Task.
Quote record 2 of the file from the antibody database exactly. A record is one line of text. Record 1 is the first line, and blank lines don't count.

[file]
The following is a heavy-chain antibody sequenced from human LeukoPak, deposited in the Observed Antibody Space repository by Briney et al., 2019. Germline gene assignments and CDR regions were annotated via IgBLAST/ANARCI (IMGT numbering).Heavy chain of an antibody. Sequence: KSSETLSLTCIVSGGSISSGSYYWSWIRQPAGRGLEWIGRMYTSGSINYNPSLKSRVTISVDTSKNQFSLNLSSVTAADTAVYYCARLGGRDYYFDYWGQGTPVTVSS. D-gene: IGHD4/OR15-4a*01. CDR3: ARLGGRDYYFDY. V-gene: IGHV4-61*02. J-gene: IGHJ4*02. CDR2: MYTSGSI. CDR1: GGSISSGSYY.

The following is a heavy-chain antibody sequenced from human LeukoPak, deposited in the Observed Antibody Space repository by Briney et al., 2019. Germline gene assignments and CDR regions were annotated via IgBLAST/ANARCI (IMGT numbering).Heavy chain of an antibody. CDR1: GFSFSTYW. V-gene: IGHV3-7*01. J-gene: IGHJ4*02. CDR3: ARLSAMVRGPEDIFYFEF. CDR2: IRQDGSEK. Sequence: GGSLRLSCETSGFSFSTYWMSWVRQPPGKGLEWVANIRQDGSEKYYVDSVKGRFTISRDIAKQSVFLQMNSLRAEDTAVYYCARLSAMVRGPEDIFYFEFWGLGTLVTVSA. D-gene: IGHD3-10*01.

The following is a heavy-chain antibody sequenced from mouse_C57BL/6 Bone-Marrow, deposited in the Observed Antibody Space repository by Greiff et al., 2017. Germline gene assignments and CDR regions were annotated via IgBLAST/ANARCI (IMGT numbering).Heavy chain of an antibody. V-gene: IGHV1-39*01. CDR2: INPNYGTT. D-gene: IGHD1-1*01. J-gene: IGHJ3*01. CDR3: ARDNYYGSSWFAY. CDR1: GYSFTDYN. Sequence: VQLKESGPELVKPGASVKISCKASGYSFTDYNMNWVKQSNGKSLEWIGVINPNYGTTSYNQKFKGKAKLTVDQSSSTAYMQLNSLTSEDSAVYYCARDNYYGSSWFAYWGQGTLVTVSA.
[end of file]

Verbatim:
The following is a heavy-chain antibody sequenced from human LeukoPak, deposited in the Observed Antibody Space repository by Briney et al., 2019. Germline gene assignments and CDR regions were annotated via IgBLAST/ANARCI (IMGT numbering).Heavy chain of an antibody. CDR1: GFSFSTYW. V-gene: IGHV3-7*01. J-gene: IGHJ4*02. CDR3: ARLSAMVRGPEDIFYFEF. CDR2: IRQDGSEK. Sequence: GGSLRLSCETSGFSFSTYWMSWVRQPPGKGLEWVANIRQDGSEKYYVDSVKGRFTISRDIAKQSVFLQMNSLRAEDTAVYYCARLSAMVRGPEDIFYFEFWGLGTLVTVSA. D-gene: IGHD3-10*01.